17 Planets

The Captain

Fiction - Science Fiction
385 Pages
Reviewed on 06/20/2023
Buy on Amazon

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Author Biography

A. R. Alexander was born in Acqui Terme, a small town in Piedmont, Italy. The youngest of three children, at the age of 15 she experiences the tragic death of her older brother, Massimo, from whom she used to secretly steal science fiction books at a time when science fiction was predominantly a male domain genre.
With considerable delay compared to her peers (she learned very late that she had
dyslexia), she graduated in Psychology at the University of Turin with a thesis on breast cancer.
For a few years she worked as a researcher for Lega Tumori first in Alessandria and then in Genoa, where she moved with her husband and three children. She founded an association that dealt with issues of parenting and motherhood.
In 2015 she decided to move to England with her family, abandoning the profession and dedicating herself to writing her first novel 17 Planets - The Captain which was published in 2021 in Italian by a small publisher not specialized in science fiction.

    Book Review

Reviewed by David Korson for Readers' Favorite

The epic science fiction novel 17 Planets: The Captain by A. R. Alexander incorporates dystopian politics, intergalactic adventure, military action, and a medley of other literary elements to create a futuristic saga with extraordinary depth. A revolutionary new technology, the Ajna, offers humanity something it has sought for millennia; freedom from ill health and disease. However, one of the ruling factions has found a way to use this technological panacea to subjugate humankind. Captain Elizabeth Lee, a strong, intelligent, and enigmatic woman, takes on a pivotal role in stopping this threat to freedom within the universe. But with seventeen planets, four competing political powers, and innumerable people with a wide array of differing motivations to navigate, even a woman as dangerous and calculating as Lee will have her hands full to take on the Kappa Corporation and their plans for universal domination.

The level of complexity that A. R. Alexander has put into this book can’t be overstated. Don’t expect a casual read when you pick up 17 Planets: The Captain; expect instead to give your full mental energy and be rewarded with total immersion in highly developed worlds, intriguing plots, and countless characters that are both realistic and nuanced. The novel’s appropriate pacing eased me gradually into the intricacies of the story, introducing characters and locations in metered doses and thoroughly describing settings and technologies so that I was not only able to follow the narrative but become fully engrossed in it. An ambitious novel that highlights many elevated themes, it raises the standard for interstellar sci-fi.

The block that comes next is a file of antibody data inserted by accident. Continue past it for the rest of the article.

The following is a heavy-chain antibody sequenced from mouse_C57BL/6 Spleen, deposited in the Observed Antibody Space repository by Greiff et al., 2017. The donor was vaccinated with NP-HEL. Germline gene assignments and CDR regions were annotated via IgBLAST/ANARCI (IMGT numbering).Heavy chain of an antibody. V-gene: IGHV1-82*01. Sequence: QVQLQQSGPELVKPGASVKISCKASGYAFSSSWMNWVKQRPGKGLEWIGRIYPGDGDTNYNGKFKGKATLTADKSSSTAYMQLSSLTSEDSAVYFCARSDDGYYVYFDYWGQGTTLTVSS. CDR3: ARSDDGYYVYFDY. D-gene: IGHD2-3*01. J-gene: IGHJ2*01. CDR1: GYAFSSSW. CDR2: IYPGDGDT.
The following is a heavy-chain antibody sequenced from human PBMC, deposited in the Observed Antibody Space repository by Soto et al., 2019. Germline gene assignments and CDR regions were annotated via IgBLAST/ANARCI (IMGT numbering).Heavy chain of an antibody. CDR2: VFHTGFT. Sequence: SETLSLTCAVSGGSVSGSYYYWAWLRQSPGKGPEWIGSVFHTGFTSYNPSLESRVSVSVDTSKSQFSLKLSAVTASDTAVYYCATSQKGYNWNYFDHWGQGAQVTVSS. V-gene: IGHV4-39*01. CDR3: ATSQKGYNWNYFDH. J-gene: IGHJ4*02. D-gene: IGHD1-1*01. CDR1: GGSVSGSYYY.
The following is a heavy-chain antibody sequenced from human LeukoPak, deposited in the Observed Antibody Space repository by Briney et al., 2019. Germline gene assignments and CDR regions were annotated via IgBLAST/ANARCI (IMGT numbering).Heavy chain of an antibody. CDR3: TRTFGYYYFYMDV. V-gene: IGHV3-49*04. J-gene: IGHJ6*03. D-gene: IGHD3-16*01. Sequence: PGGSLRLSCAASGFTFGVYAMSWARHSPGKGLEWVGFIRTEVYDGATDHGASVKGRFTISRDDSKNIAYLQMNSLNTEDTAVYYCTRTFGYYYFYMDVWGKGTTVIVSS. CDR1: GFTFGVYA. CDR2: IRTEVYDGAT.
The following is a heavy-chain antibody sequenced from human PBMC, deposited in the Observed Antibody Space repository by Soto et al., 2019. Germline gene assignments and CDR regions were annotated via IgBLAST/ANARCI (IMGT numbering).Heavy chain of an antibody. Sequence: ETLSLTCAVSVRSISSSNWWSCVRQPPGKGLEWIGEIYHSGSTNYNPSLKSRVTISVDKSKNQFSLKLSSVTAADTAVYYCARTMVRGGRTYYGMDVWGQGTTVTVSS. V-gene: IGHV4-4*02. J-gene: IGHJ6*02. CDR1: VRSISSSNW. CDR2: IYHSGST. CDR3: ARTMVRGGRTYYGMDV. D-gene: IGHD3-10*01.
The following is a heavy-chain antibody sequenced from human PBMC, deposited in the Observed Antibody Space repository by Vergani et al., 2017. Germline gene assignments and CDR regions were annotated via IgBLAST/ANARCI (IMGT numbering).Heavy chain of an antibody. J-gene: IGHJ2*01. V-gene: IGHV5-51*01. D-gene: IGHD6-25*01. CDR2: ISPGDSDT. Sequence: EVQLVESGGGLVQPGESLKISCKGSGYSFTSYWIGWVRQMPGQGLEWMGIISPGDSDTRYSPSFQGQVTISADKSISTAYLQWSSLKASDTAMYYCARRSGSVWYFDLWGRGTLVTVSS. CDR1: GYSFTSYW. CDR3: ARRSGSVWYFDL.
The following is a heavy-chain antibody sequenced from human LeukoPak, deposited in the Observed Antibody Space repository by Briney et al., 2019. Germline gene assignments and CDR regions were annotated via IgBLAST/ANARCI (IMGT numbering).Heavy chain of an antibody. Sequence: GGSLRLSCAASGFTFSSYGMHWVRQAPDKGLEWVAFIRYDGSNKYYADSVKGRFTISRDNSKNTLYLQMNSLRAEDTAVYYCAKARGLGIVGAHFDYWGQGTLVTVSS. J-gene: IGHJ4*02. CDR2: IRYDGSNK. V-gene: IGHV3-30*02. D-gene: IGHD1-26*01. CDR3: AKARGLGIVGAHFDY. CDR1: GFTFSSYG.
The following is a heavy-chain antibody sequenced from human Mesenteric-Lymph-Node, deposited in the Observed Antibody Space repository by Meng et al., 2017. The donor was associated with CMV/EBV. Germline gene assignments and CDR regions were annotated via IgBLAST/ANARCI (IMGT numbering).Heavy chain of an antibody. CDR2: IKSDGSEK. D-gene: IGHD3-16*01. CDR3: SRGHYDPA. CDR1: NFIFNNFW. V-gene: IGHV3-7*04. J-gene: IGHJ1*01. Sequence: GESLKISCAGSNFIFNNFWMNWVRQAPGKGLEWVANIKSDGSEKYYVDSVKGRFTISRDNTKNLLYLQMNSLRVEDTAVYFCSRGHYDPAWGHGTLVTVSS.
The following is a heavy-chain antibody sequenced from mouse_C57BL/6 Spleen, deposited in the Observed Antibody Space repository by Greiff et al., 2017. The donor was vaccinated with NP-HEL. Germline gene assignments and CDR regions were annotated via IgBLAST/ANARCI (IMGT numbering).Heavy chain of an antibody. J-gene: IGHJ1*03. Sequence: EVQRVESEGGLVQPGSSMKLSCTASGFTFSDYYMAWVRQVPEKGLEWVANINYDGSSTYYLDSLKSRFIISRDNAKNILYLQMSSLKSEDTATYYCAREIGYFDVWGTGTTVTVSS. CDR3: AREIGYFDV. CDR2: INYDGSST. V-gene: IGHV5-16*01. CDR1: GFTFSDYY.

Alma Boucher

A.R. Alexander's 17 Planets: The Captain is an outstanding sci-fi novel. Edward Cohen and his team were sent to Echuazi to investigate a carefully concealed building. Some powerful people did not like Cohen because of his honesty and because he could not be manipulated. Some powerful people wanted Cohen out of the way, and so he was lured to the warehouse. Elizabeth and her team were going to Echuazi to rescue Cohen and his group. Elizabeth was an exception in many ways and she did not have an Ajna, which had been created to protect and save people and improve their lives. The Ajna is located between the eyebrows and is unique to every individual. Cohen is an important piece in the puzzle, and the rescue can have a positive outcome.

A.R. Alexander's 17 Planets was intriguing and exciting. It was a roller coaster ride of action and politics. The story was fast-paced and jam-packed with action. I could not turn the pages fast enough, and the suspense kept me on the edge of my seat. Some of the drawings gave a clear picture of the environment and made it easier to visualize the surroundings. The themes of power, value, freedom, trust, and justice were woven into the story and added to its success. The characters were realistic and relatable. The growing relationship between Cohen and Elizabeth was interesting. Both were strong personalities with unique characteristics. The story was well-researched and exciting to read.

K.C. Finn

Penned by author A. R. Alexander, 17 Planets: The Captain is a work of fiction in the science fiction, interpersonal drama, and sociocultural subgenres, and forms the first novel in a continuing series. The work is best suited to the general adult reading audience owing to some instances of explicit language and sexual references. In this engrossing tale with plenty of dark secrets and intense action to uncover, we are introduced to an ensemble cast in a world where a system of seventeen planets sees the original inhabitants of Planet Earth spread amongst different factions and worlds. Elizabeth stands at the center of it all, with unique gifts that could change the course of the future.